Earlier this year, the United States Court of Appeals for the Fifth Circuit addressed the issue of what constitutes a maritime contract in its en banc ruling in In re Larry Doiron, Inc.1 The ruling simplified the test for whether a contract is a maritime contract.
Now, the court has issued its first opinion since that case, and again, the court examined the issue of whether a contract is a maritime contract.
In In re Crescent Energy Services, L.L.C.2, the question before the Fifth Circuit was whether a contract to plug and abandon three offshore wells was a maritime contract. The issue was important because if the contract was not a maritime one, Louisiana law would have governed, and the Louisiana Oilfield Anti Indemnity Act would have voided the indemnity agreement.
With the simpler test from Doiron now being applied, it seems more likely that decommissioning contracts that involve use of vessels will be held to be maritime contracts, so long as those vessels serve more than a transportation function.
If some work is being performed from a vessel, and if a vessel is being used to store equipment and house workers, that could make the contract maritime, even though the main work is being performed on a fixed platform and even if that work is traditionally non-maritime in nature.
Offshore interests should check to ensure they have the appropriate indemnity and insurance provisions in place so that they know — before an incident — when they might be obligated to indemnify other parties to that contract.
Background on the Relevant Contract
Carrizo Oil & Gas contracted with Crescent Energy to plug and abandon three wells located on fixed platforms in the coastal waters of Lafourche Parish, Louisiana. That contract included the use of three vessels. The contract included terms under which Crescent was obligated to indemnify Carrizo for claims for bodily injury or death.
During the work, an employee of Crescent was seriously injured while working on one of the platforms. Crescent filed a limitation of liability action in which Carrizo and the injured worker filed claims and Carrizo joined Crescent’s insurers. Carrizo argued that the contract with Crescent was a maritime contract and, therefore, the Louisiana Oilfield Anti-Indemnity Act3 did not apply such that it could enforce Crescent’s indemnity obligations to indemnify it for the claim of the injured Crescent employee.
Maritime or Not?
In Crescent, the Fifth Circuit noted that the new test from Doiron focused on two separate questions:
- Does the contract concern the “drilling and production of oil and gas on navigable waters”?
- Will the work be performed “from a vessel”?
On the first question, Crescent argued that the contract did not facilitate the production of oil and gas because it was engaged in decommissioning oil wells, which was more analogous to offshore construction, alleged not to be a maritime activity. On the second question, Crescent argued that the services were not on navigable waters because the decommissioning work occurred on the fixed platform.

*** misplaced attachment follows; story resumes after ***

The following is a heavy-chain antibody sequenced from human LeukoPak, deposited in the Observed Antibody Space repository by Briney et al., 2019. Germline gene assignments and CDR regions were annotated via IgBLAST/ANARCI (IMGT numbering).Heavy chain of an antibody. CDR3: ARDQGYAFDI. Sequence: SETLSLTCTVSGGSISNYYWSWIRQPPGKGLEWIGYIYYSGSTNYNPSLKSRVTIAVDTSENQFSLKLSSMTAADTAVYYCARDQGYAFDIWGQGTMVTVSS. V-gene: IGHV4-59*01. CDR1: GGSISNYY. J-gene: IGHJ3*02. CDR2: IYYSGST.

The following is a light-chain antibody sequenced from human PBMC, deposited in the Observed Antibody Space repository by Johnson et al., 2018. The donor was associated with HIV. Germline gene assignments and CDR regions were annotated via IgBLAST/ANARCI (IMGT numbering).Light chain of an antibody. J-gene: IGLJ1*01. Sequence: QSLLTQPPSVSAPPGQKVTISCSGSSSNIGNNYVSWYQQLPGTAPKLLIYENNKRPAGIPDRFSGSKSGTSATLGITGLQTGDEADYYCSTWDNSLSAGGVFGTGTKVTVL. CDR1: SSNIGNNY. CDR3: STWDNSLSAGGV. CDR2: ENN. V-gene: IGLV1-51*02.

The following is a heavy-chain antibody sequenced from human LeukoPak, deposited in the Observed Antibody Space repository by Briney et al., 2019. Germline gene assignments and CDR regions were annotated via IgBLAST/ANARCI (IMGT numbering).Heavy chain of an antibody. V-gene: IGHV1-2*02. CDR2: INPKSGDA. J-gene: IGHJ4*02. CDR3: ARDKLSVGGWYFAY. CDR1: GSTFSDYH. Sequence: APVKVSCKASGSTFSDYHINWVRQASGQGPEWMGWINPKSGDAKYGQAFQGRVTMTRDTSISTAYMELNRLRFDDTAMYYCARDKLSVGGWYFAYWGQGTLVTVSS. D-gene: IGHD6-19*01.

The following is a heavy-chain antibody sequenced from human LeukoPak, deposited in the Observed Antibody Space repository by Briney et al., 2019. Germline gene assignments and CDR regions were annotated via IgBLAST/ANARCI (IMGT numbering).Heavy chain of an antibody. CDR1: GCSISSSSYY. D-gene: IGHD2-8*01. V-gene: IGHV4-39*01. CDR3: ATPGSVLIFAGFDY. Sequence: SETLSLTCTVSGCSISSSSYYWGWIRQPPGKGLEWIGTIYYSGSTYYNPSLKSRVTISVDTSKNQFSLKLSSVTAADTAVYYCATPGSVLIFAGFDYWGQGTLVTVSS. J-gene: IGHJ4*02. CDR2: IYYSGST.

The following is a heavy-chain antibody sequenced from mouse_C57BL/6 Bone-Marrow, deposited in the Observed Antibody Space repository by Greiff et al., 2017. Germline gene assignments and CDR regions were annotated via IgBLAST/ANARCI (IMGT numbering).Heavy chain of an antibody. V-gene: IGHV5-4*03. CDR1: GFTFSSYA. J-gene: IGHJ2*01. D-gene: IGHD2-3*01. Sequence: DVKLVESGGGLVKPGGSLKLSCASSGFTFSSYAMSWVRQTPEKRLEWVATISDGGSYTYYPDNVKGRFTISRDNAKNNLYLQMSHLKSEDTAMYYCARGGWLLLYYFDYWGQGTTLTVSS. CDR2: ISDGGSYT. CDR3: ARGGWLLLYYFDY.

Rejecting the first of these arguments, the Fifth Circuit agreed with Carrizo that decommissioning was part of the “life cycle” of the well and, therefore that plugging and abandoning wells involved drilling and production of oil and gas.
With regard to the second question, the Fifth Circuit held that it was no longer concerned as to whether the injured worker was on a platform or vessel at the time of injury. Rather, the Fifth Circuit framed the question as “whether this contract concerned the drilling and production of oil and gas on navigable waters from a vessel.” The Fifth Circuit concluded that it did.
The next issue for the court was whether the parties contemplated that a vessel would play a substantial role in the performance of the contract. The Fifth Circuit considered the time and rates for the use of the three vessels in the plug and abandoning operation and the precise services being performed. It was noted that the injured employee had testified that 50 percent of the plug and abandon work was wireline work, which has been held to be not maritime work.
However, the Fifth Circuit held that this did not prevent the contract between Carrizo and Crescent from being a maritime one given that “this contract anticipated the constant and substantial use of multiple vessels.” One vessel was being used as a work platform; essential equipment would need to remain on that vessel; the wireline operation would be substantially controlled from a barge, and other incidental uses of the vessels such as for crew quarters. As such it was a maritime contract, the Louisiana Oilfield Anti-Indemnity Act did not apply, and Crescent would be obligated to indemnify Carrizo for the injured worker’s claims.
1 In re Larry Doiron, Inc. 879 F.3d 568 (5th Cir. 2018)
2 2018 U.S. App. LEXIS 19284
3 La. Stat. Ann. §9:2780